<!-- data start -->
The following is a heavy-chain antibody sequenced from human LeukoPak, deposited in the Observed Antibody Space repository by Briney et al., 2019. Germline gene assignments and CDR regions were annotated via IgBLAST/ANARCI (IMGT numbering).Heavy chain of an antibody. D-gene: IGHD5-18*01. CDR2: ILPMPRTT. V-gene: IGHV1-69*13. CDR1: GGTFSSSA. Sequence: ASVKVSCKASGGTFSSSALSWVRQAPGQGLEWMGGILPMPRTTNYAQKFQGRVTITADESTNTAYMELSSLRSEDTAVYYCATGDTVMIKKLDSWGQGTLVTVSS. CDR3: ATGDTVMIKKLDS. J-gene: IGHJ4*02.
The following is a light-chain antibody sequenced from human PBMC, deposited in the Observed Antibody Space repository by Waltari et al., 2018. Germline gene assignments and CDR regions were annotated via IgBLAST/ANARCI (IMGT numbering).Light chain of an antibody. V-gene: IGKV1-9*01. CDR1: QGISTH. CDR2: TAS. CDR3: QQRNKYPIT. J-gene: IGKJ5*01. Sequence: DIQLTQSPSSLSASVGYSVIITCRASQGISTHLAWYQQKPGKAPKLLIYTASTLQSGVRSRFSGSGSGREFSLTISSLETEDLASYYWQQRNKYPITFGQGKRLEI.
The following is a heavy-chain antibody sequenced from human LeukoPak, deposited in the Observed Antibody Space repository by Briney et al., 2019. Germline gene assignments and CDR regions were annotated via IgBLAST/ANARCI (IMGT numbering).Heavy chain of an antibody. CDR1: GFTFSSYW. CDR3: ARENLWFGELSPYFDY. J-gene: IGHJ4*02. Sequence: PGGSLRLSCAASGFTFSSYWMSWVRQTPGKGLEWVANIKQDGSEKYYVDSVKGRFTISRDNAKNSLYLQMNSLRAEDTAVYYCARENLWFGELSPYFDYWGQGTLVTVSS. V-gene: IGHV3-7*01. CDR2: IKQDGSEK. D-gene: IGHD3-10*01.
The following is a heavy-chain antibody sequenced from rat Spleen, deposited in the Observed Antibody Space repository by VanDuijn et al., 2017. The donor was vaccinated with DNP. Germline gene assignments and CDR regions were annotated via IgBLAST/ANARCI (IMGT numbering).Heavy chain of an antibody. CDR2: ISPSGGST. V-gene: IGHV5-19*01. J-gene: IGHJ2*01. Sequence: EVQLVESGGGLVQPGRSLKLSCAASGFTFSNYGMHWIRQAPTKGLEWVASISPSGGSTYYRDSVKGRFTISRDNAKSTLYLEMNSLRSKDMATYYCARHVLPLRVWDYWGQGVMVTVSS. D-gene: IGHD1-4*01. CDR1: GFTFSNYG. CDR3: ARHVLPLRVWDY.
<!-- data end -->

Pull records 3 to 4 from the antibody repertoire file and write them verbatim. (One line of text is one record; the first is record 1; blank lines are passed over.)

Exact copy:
The following is a heavy-chain antibody sequenced from human LeukoPak, deposited in the Observed Antibody Space repository by Briney et al., 2019. Germline gene assignments and CDR regions were annotated via IgBLAST/ANARCI (IMGT numbering).Heavy chain of an antibody. CDR1: GFTFSSYW. CDR3: ARENLWFGELSPYFDY. J-gene: IGHJ4*02. Sequence: PGGSLRLSCAASGFTFSSYWMSWVRQTPGKGLEWVANIKQDGSEKYYVDSVKGRFTISRDNAKNSLYLQMNSLRAEDTAVYYCARENLWFGELSPYFDYWGQGTLVTVSS. V-gene: IGHV3-7*01. CDR2: IKQDGSEK. D-gene: IGHD3-10*01.
The following is a heavy-chain antibody sequenced from rat Spleen, deposited in the Observed Antibody Space repository by VanDuijn et al., 2017. The donor was vaccinated with DNP. Germline gene assignments and CDR regions were annotated via IgBLAST/ANARCI (IMGT numbering).Heavy chain of an antibody. CDR2: ISPSGGST. V-gene: IGHV5-19*01. J-gene: IGHJ2*01. Sequence: EVQLVESGGGLVQPGRSLKLSCAASGFTFSNYGMHWIRQAPTKGLEWVASISPSGGSTYYRDSVKGRFTISRDNAKSTLYLEMNSLRSKDMATYYCARHVLPLRVWDYWGQGVMVTVSS. D-gene: IGHD1-4*01. CDR1: GFTFSNYG. CDR3: ARHVLPLRVWDY.